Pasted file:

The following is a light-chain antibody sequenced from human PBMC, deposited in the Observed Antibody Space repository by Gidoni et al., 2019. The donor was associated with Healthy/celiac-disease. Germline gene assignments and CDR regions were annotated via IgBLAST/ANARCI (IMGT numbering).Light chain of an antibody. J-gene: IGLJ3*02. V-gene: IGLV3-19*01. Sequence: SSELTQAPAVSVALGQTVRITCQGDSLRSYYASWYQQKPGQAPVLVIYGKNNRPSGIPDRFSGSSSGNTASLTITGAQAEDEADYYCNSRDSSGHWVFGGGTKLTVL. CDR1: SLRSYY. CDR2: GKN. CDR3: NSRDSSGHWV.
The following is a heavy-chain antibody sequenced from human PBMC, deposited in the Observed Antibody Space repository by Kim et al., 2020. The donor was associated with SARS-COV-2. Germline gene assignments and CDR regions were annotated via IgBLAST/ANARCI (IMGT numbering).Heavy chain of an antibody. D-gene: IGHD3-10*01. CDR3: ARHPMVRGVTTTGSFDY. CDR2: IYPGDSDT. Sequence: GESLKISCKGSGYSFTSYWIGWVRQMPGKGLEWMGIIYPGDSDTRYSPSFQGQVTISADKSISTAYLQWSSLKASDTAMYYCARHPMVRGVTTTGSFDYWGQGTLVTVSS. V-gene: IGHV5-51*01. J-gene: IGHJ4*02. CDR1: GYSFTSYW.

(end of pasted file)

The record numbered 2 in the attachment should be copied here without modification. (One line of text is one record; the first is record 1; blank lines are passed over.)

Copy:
The following is a heavy-chain antibody sequenced from human PBMC, deposited in the Observed Antibody Space repository by Kim et al., 2020. The donor was associated with SARS-COV-2. Germline gene assignments and CDR regions were annotated via IgBLAST/ANARCI (IMGT numbering).Heavy chain of an antibody. D-gene: IGHD3-10*01. CDR3: ARHPMVRGVTTTGSFDY. CDR2: IYPGDSDT. Sequence: GESLKISCKGSGYSFTSYWIGWVRQMPGKGLEWMGIIYPGDSDTRYSPSFQGQVTISADKSISTAYLQWSSLKASDTAMYYCARHPMVRGVTTTGSFDYWGQGTLVTVSS. V-gene: IGHV5-51*01. J-gene: IGHJ4*02. CDR1: GYSFTSYW.